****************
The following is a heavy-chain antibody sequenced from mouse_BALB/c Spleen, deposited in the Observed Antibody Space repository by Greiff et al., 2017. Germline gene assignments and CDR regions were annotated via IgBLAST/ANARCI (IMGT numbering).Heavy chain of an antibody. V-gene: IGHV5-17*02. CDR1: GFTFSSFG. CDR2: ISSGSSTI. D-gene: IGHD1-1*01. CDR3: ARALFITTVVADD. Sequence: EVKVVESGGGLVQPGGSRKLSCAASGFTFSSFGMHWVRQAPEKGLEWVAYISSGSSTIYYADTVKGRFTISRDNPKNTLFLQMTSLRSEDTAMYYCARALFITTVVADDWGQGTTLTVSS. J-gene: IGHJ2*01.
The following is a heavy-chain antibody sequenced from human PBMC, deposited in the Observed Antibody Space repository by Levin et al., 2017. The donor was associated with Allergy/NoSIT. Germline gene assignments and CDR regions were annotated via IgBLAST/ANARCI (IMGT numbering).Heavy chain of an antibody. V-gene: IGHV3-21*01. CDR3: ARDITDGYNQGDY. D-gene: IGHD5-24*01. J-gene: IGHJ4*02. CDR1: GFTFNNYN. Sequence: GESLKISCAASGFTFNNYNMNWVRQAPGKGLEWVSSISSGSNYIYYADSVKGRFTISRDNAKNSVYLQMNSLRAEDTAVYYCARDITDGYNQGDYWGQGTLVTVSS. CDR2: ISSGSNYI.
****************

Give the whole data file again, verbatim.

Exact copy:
The following is a heavy-chain antibody sequenced from mouse_BALB/c Spleen, deposited in the Observed Antibody Space repository by Greiff et al., 2017. Germline gene assignments and CDR regions were annotated via IgBLAST/ANARCI (IMGT numbering).Heavy chain of an antibody. V-gene: IGHV5-17*02. CDR1: GFTFSSFG. CDR2: ISSGSSTI. D-gene: IGHD1-1*01. CDR3: ARALFITTVVADD. Sequence: EVKVVESGGGLVQPGGSRKLSCAASGFTFSSFGMHWVRQAPEKGLEWVAYISSGSSTIYYADTVKGRFTISRDNPKNTLFLQMTSLRSEDTAMYYCARALFITTVVADDWGQGTTLTVSS. J-gene: IGHJ2*01.
The following is a heavy-chain antibody sequenced from human PBMC, deposited in the Observed Antibody Space repository by Levin et al., 2017. The donor was associated with Allergy/NoSIT. Germline gene assignments and CDR regions were annotated via IgBLAST/ANARCI (IMGT numbering).Heavy chain of an antibody. V-gene: IGHV3-21*01. CDR3: ARDITDGYNQGDY. D-gene: IGHD5-24*01. J-gene: IGHJ4*02. CDR1: GFTFNNYN. Sequence: GESLKISCAASGFTFNNYNMNWVRQAPGKGLEWVSSISSGSNYIYYADSVKGRFTISRDNAKNSVYLQMNSLRAEDTAVYYCARDITDGYNQGDYWGQGTLVTVSS. CDR2: ISSGSNYI.